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EDITORIAL: Going green

The conventional wisdom took a big hit in the recent presidential election. But one area stands out, although few people are talking about it: the disparity in campaign spending by the two major candidates — and how it had no effect on the outcome.

Back in June, skeptics lampooned Donald Trump when he dismissed numerous predictions that he’d have to spend at least $1 billion to have a chance of winning the election. “There’s no reason to raise that,” Mr. Trump said at the time. “I just don’t think I need nearly as much money as other people need because I get so much publicity. I get so many invitations to be on television. I get so many interviews, if I want them.”

Turns out, Mr. Trump’s was exactly right.

The president-elect’s campaign price tag fell considerably short of a $1 billion, totaling roughly $600 million, according to reports. While Mr. Trump himself figured he’d have to spend $100 million of his own money on the campaign, that estimate, too, was excessive. He wound up contributing only $66 million.

On the other hand, Hillary Clinton spent nearly twice as much as Mr. Trump — a record $1.2 billion — in her losing effort.

According to data compiled by the Center for Competitive Politics, the number of ads by Clinton and her supporters outnumbered the number of pro-Trump ads by 3-to-1. Meanwhile, outside groups raised and spent more than three times as much to tout Mrs. Clinton as to promote Mr. Trump.

Not only did the Clinton cash machine fail to deliver a win, the Democratic candidate actually did worse where her spending was highest. In the six states she directed the most financial resources — Florida, Ohio, North Carolina, Pennsylvania, Nevada and Iowa — Mrs. Clinton and her supporters her ran 3.3 ads for every one supporting Mr. Trump. Yet Mrs. Clinton wound up losing all of those states except Nevada.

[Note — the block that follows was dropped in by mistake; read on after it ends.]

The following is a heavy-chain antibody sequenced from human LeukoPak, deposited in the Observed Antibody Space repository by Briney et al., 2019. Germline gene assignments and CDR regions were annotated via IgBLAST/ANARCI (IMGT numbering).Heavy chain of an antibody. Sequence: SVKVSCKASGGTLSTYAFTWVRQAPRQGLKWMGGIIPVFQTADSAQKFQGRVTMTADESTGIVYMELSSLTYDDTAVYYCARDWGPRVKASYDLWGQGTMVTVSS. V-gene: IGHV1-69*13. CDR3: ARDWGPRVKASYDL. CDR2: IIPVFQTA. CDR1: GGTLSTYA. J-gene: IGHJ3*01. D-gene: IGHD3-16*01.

Excessive, fruitless spending wasn’t limited to the Clinton campaign. Each of the three biggest-spending super PACs supported candidates who lost. PACs backing Mrs. Clinton, Jeb Bush and Marco Rubio dropped $275 million on the race, with Mrs. Clinton the only one who made it to the general. In the election’s biggest waste of cash, Right to Rise, the PAC supporting Jeb Bush, spent more than $86 million without seeing Mrs. Bush win a single primary.

While the Trump campaign didn’t match Mrs. Clinton in spending, it didn’t have to. Mr. Trump was able to rack up an estimated $5 billion of free media attention, as well as reach millions via social media — things that Mrs. Clinton was simply not able to do.

Democrats love to complain about political spending. But they’ve shown time and again that they’re willing to shell out as much as it takes to guarantee victory. Trouble is, money is no guarantee of anything.

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